Unfortunately, the introduction of antiseptic practice came too late for Civil War soldiers, and would not be used until the Spanish-American War. During this five-month conflict in 1898 every soldier carried an occlusive antiseptic dressing in his first aid kit,4 and this innovation, along with the use of hydration for wound shock, halved gunshot-wound mortality from Civil War levels to about 7.4%.1

During the war, both Union and Confederate sides recruited civilians into medical service, and most lacked operative and combat experience or more than a two-year medical education.11 By the war’s end, however, Union medical forces had grown from fewer than 200 to more than 10,000 surgeons. The Confederacy established the Medical Department of the Confederate States of America in 1861, and ended the conflict with more than 4000 surgeons.11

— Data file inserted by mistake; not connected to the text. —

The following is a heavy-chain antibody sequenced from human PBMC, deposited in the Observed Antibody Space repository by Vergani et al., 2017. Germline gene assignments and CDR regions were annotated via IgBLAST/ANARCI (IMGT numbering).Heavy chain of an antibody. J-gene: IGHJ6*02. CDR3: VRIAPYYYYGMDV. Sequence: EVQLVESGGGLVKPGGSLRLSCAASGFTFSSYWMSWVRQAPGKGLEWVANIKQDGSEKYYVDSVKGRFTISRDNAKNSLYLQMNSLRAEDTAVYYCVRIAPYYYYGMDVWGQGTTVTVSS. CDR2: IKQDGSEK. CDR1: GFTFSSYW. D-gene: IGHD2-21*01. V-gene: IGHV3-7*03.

“Amputation was commonly practiced and became the primary surgical skill of the Civil War battlefield surgeon,” wrote Tooker in a paper on Civil War-era medicine and nursing.11 Amputation was the most common surgical procedure for gunshot wounds, which had taken on new destructive force with the introduction of the Minié ball, first used in the Crimean War (1853-1856). The high-velocity projectiles resulted in greater destructive force, shattering bone and causing massive tissue damage.1

A Civil War surgeon's portable apothecary (top) and amputation kit (bottom). (Images courtesy of the National Museum of Civil War Medicine, Frederick, MD.)